ISRAEL : Peres to Seek Out Syria in U.S. Trip : Israeli premier wants to resume talks with President Hafez Assad that stalled earlier under Yitzhak Rabin.


Israeli Prime Minister Shimon Peres on Monday will make his first trip to Washington since assuming the reins of government here, seeking to reinforce Israel's strategic relationship with the United States and ways to restart U.S.-mediated peace talks with Syria.

Peres will meet with President Clinton to try to forge the kind of personal relationship the U.S. president had with slain Prime Minister Yitzhak Rabin. Peres will also speak before a joint session of Congress, lobby Capitol Hill to support the Israeli-Palestinian peace process and work on Israel's ties with the U.S. Jewish community.

But his main emphasis will be Syria.

After face-to-face consultations with Egyptian President Hosni Mubarak and Jordan's King Hussein this week, the Israeli prime minister will present Clinton with his ideas for breaking the six-month deadlock with Syria, U.S. and Israeli officials said.

One proposal reportedly on Peres' list is a three-way summit with Clinton and Syrian President Hafez Assad.

Peres will also suggest stepping up the pace of negotiations and urge the linking of a Syrian-Israeli peace agreement to full diplomatic relations with other Arab countries, first and foremost Saudi Arabia.

U.S. and Israeli officials say they believe that Peres and Assad are serious about another attempt at making peace.

Talks between Israel and Syria broke off in the summer over what security arrangements would be put in place on the Golan Heights after an Israeli withdrawal. Israel, then represented by Rabin, wanted to retain ground-based early warning stations on the Golan even after giving back territory captured in the 1967 Mideast War.

Assad refused and said he wanted Israel to agree to withdraw from the entire Golan Heights before he would resume negotiations. Rabin responded that that was tantamount to asking for the whole pie before entering into negotiations for any piece of it.

Many political observers said a politically weak Rabin had given up on securing any agreement with Syria before Israeli elections next October. Assad seemed to believe that Rabin was trying to neutralize him by pretending to negotiate, while advancing with Jordan and the Palestinians.

Peres, on the other hand, believes that he can take a peace agreement with Syria to Israeli voters next year, Israeli officials said, and Assad also apparently believes that Peres is more sincere in his desire to reach an agreement.

Political analysts say that opinion polls taken after the Nov. 4 assassination of Rabin favoring Peres over opposition Likud leader Benjamin Netanyahu appear to have persuaded Assad that the Labor Party will remain in power for four more years and can carry out an agreement.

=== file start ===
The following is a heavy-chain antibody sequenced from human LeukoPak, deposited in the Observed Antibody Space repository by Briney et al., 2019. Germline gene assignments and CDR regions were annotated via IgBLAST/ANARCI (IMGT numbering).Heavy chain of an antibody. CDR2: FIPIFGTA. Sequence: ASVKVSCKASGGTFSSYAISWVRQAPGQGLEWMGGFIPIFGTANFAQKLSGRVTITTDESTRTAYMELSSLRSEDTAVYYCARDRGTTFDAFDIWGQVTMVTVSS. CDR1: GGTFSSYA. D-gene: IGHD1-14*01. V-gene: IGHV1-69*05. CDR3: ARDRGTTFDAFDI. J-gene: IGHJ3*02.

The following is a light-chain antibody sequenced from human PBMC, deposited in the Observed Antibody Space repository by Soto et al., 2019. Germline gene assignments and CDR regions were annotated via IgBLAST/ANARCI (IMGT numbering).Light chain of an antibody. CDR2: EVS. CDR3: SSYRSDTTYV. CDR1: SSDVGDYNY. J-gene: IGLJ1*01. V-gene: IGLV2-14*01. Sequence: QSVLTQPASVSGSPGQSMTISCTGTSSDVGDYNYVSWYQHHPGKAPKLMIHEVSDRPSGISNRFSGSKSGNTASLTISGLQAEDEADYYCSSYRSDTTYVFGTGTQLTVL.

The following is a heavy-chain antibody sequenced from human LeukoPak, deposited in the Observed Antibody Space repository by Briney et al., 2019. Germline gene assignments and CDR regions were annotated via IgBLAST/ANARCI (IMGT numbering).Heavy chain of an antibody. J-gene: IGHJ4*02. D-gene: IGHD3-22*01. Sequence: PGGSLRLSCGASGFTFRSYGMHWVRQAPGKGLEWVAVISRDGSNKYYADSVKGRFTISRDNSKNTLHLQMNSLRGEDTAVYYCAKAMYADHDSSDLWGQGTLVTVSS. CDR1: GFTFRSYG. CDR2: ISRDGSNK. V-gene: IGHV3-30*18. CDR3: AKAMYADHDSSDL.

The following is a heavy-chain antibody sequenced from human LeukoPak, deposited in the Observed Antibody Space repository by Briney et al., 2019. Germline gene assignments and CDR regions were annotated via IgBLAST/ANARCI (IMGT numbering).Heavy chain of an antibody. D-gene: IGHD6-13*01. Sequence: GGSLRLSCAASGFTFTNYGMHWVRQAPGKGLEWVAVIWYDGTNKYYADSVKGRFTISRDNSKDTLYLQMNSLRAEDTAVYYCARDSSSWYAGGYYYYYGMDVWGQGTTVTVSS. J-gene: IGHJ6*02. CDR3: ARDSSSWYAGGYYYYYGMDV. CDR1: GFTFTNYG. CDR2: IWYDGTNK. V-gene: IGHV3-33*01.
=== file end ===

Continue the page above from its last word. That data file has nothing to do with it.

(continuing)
"There is a moment, ironically and tragically produced by the death of Rabin," said a U.S. diplomat close to the negotiations. "Both sides have been reminded of the opportunity to achieve complete peace--and of the risk, if the moment is not seized."

Peres' concern with security arrangements reportedly does not differ greatly from Rabin's, given the strategic value of the high Golan plateau overlooking Israel. Peres insists that he has not given up on ground stations, despite press reports that he might be willing to consider options.

An Israeli official following the Syrian issue said, "I am not sure we can drop ground warning systems until someone offers us an alternative."

But Peres is also more focused on other issues involved in a comprehensive peace agreement, such as full diplomatic and trade relations.

While Rabin demanded a resumption of high-level talks between military officials and the resolution of security issues before all others, Peres is willing to talk simultaneously about water rights in the pond-rich Golan, Syrian support for Hezbollah guerrillas in southern Lebanon and other aspects of normal relations, such as embassies and tourism across the common border.

"Rabin believed the road to peace came through security. Peres believes the road to security comes through peace," government spokesman Uri Dromi said. "Peres says that we can talk on a variety of issues and what we don't agree on put aside for later. That worked with the Palestinians, it worked with Jordan. Why can't it work with Syria?"


This week, Peres expressed cautious optimism about a possible peace with Syria. After a shuttle mission between Damascus and Jerusalem by U.S. envoy Dennis Ross, and a meeting with Mubarak, Peres said he believed that Israel and Syria could "bridge the gaps" in their positions.

"We are opening another chapter with the Syrians," Peres said at a Cairo news conference.

After Peres visits Washington, Secretary of State Warren Christopher is expected to make his own shuttle trip between Syria and Israel after the scheduled signing of a Bosnian peace agreement in Paris.

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